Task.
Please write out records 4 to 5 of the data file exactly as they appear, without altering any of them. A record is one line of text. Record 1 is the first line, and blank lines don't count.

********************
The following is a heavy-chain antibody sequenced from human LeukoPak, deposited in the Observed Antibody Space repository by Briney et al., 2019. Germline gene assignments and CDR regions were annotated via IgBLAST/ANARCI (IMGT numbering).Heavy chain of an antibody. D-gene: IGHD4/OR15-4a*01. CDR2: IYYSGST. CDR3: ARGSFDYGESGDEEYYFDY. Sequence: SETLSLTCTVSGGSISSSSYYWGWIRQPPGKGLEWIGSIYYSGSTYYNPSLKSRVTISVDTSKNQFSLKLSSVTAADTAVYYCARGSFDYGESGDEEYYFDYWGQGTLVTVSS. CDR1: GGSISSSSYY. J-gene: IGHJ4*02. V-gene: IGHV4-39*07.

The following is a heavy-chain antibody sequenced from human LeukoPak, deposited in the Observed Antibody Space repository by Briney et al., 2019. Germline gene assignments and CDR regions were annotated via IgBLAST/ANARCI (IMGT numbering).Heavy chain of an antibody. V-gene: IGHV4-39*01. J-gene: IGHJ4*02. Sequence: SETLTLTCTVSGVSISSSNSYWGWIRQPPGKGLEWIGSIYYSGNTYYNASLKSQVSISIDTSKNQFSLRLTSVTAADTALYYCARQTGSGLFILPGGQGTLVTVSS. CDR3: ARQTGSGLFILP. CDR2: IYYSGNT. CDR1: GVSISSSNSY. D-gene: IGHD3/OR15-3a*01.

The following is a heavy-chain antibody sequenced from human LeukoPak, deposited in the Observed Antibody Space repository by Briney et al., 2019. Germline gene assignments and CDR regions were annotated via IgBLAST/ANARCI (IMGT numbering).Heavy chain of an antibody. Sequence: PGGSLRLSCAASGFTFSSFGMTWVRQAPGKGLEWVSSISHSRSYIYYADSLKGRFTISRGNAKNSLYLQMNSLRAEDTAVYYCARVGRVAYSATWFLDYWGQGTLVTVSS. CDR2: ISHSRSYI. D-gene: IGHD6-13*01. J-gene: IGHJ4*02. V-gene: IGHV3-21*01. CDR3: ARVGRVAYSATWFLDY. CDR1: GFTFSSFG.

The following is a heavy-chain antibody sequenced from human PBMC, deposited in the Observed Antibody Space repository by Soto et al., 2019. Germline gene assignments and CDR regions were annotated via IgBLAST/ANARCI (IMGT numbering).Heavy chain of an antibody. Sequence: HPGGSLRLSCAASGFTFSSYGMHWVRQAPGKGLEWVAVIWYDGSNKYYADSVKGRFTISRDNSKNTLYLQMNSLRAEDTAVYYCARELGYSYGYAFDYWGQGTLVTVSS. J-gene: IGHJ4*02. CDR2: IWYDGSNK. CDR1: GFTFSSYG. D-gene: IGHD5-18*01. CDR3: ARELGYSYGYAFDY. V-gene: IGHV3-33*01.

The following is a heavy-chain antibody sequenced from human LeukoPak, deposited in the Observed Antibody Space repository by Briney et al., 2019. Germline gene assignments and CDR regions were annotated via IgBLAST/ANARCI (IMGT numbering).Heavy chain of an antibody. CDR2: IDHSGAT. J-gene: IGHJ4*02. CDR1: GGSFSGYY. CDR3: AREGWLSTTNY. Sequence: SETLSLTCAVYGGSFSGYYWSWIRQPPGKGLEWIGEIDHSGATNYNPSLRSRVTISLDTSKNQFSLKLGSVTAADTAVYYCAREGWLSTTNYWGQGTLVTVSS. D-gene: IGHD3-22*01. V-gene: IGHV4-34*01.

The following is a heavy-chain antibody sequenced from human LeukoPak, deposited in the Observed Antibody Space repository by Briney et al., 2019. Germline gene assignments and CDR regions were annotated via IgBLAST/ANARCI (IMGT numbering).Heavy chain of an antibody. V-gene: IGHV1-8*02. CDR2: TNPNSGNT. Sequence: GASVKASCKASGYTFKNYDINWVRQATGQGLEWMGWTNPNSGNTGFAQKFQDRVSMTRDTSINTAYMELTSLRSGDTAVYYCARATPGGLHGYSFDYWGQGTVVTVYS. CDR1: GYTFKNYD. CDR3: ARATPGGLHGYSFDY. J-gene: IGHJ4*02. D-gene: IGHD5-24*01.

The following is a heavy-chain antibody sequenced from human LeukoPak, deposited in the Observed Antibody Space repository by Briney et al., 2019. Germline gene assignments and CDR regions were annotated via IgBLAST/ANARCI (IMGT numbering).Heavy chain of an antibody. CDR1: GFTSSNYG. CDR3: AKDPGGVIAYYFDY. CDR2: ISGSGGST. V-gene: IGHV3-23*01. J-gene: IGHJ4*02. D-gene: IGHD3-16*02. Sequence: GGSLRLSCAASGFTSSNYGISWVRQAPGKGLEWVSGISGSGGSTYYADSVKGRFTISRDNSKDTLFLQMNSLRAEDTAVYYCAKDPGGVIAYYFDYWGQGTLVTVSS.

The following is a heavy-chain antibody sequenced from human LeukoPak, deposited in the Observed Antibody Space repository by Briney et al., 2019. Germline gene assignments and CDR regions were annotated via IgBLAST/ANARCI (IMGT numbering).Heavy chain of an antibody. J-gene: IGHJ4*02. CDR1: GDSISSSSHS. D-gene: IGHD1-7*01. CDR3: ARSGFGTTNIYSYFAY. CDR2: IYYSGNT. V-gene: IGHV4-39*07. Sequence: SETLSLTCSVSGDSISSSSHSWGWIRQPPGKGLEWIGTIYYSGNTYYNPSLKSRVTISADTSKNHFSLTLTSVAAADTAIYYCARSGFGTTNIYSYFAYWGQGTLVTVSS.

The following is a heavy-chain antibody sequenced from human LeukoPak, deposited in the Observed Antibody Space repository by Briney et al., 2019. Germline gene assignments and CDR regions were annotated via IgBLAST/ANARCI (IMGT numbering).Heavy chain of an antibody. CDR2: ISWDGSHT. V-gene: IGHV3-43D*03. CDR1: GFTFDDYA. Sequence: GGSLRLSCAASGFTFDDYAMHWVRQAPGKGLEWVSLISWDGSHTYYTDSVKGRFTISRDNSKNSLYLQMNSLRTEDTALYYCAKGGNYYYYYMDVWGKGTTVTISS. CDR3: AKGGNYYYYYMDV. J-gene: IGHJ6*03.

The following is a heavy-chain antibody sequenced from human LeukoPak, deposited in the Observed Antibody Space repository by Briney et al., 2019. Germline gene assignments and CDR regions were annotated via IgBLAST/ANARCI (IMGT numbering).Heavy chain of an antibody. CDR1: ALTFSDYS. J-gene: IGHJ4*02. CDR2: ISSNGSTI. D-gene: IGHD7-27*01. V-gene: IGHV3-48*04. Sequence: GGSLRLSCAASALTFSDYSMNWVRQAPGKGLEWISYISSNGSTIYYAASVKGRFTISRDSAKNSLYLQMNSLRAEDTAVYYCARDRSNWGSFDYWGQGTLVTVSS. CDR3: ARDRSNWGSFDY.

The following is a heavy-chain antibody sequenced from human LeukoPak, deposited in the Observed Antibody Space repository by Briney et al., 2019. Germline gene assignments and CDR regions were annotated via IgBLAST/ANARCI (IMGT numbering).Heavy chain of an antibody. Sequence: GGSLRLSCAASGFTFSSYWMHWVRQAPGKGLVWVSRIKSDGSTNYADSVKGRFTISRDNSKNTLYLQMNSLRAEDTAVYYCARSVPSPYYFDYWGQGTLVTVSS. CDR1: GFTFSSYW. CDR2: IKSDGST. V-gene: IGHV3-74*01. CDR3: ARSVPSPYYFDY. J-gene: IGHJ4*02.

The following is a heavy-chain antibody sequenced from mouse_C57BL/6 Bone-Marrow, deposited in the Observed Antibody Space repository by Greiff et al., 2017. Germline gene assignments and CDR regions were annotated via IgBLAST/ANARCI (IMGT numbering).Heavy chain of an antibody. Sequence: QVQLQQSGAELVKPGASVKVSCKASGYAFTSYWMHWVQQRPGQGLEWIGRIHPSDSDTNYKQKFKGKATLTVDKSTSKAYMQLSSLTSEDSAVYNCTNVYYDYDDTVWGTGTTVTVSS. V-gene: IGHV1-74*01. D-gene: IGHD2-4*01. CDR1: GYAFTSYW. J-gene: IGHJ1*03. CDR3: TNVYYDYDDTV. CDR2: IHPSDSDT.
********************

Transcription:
The following is a heavy-chain antibody sequenced from human PBMC, deposited in the Observed Antibody Space repository by Soto et al., 2019. Germline gene assignments and CDR regions were annotated via IgBLAST/ANARCI (IMGT numbering).Heavy chain of an antibody. Sequence: HPGGSLRLSCAASGFTFSSYGMHWVRQAPGKGLEWVAVIWYDGSNKYYADSVKGRFTISRDNSKNTLYLQMNSLRAEDTAVYYCARELGYSYGYAFDYWGQGTLVTVSS. J-gene: IGHJ4*02. CDR2: IWYDGSNK. CDR1: GFTFSSYG. D-gene: IGHD5-18*01. CDR3: ARELGYSYGYAFDY. V-gene: IGHV3-33*01.

The following is a heavy-chain antibody sequenced from human LeukoPak, deposited in the Observed Antibody Space repository by Briney et al., 2019. Germline gene assignments and CDR regions were annotated via IgBLAST/ANARCI (IMGT numbering).Heavy chain of an antibody. CDR2: IDHSGAT. J-gene: IGHJ4*02. CDR1: GGSFSGYY. CDR3: AREGWLSTTNY. Sequence: SETLSLTCAVYGGSFSGYYWSWIRQPPGKGLEWIGEIDHSGATNYNPSLRSRVTISLDTSKNQFSLKLGSVTAADTAVYYCAREGWLSTTNYWGQGTLVTVSS. D-gene: IGHD3-22*01. V-gene: IGHV4-34*01.